William Pitt Root
The Old Hand

After a few days underground
without freaking out or falling
forever down a killer shaft,
they figured we might last so
we were turned over to an old-timer
whose boulder of a body
hunched round the doublejack
he showed us how to wield. His
hair was the wild worn silver
of the hammerhead in his hand.
He found us amusing
and had each of the three of us
take a couple whacks at rocks
which chipped but did not sunder.
Us with our young muscles,
him with his crooked look.
Then he took the doublejack,
tapped the biggest rock once
and swung cutting it clean.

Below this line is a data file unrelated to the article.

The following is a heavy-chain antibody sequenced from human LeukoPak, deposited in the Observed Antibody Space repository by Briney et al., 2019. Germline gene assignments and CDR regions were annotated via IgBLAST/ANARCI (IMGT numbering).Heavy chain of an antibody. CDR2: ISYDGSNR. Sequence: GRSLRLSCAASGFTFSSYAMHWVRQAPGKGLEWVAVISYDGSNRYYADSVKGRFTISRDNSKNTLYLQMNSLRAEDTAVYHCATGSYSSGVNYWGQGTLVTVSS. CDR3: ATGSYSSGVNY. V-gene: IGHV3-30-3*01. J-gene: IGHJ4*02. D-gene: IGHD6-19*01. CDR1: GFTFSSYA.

We all looked at each other,
shook our heads and laughed.
It was defeat. "Thing's this,"
he said, aside. "Rock knows
where the breaks are
so you ask rock, politely.
Tap it gentle-like. It
maps the facturelines.
Tap, then watch the dust shift
and where it shows you, strike."
Easier said than done. But that's
one lesson I have never lost,
that and the crooked grin
made of an old man's iron.

© 1995 by William Pitt Root

William Pitt Root's many books of poems include, Reasons for Going It on Foot, Striking the Dark Air for Music and, most recently, Trace Elements. He teaches in the Creative Writing Program at Hunter College in Manhattan, to which he commutes from Tucson where he lives with his wife poet Pamela Uschuk.